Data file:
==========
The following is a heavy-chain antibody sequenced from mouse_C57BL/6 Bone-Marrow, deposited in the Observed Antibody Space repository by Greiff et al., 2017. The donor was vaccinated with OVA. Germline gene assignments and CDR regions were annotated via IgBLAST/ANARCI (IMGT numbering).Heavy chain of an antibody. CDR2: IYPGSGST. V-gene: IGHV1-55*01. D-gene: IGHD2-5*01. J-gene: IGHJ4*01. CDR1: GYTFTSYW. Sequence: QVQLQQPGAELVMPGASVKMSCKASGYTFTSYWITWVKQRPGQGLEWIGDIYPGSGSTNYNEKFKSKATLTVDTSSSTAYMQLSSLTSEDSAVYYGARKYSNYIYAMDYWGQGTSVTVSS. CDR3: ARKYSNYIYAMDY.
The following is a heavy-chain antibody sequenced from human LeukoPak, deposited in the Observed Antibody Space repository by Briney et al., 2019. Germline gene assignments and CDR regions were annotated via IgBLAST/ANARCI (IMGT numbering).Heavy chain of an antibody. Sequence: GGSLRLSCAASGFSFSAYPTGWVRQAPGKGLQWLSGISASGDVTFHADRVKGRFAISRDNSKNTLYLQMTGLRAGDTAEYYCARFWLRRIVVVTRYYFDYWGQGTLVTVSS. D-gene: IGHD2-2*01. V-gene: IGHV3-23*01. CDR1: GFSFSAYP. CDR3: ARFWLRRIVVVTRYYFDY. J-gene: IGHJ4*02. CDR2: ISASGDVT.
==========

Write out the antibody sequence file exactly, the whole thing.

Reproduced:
The following is a heavy-chain antibody sequenced from mouse_C57BL/6 Bone-Marrow, deposited in the Observed Antibody Space repository by Greiff et al., 2017. The donor was vaccinated with OVA. Germline gene assignments and CDR regions were annotated via IgBLAST/ANARCI (IMGT numbering).Heavy chain of an antibody. CDR2: IYPGSGST. V-gene: IGHV1-55*01. D-gene: IGHD2-5*01. J-gene: IGHJ4*01. CDR1: GYTFTSYW. Sequence: QVQLQQPGAELVMPGASVKMSCKASGYTFTSYWITWVKQRPGQGLEWIGDIYPGSGSTNYNEKFKSKATLTVDTSSSTAYMQLSSLTSEDSAVYYGARKYSNYIYAMDYWGQGTSVTVSS. CDR3: ARKYSNYIYAMDY.
The following is a heavy-chain antibody sequenced from human LeukoPak, deposited in the Observed Antibody Space repository by Briney et al., 2019. Germline gene assignments and CDR regions were annotated via IgBLAST/ANARCI (IMGT numbering).Heavy chain of an antibody. Sequence: GGSLRLSCAASGFSFSAYPTGWVRQAPGKGLQWLSGISASGDVTFHADRVKGRFAISRDNSKNTLYLQMTGLRAGDTAEYYCARFWLRRIVVVTRYYFDYWGQGTLVTVSS. D-gene: IGHD2-2*01. V-gene: IGHV3-23*01. CDR1: GFSFSAYP. CDR3: ARFWLRRIVVVTRYYFDY. J-gene: IGHJ4*02. CDR2: ISASGDVT.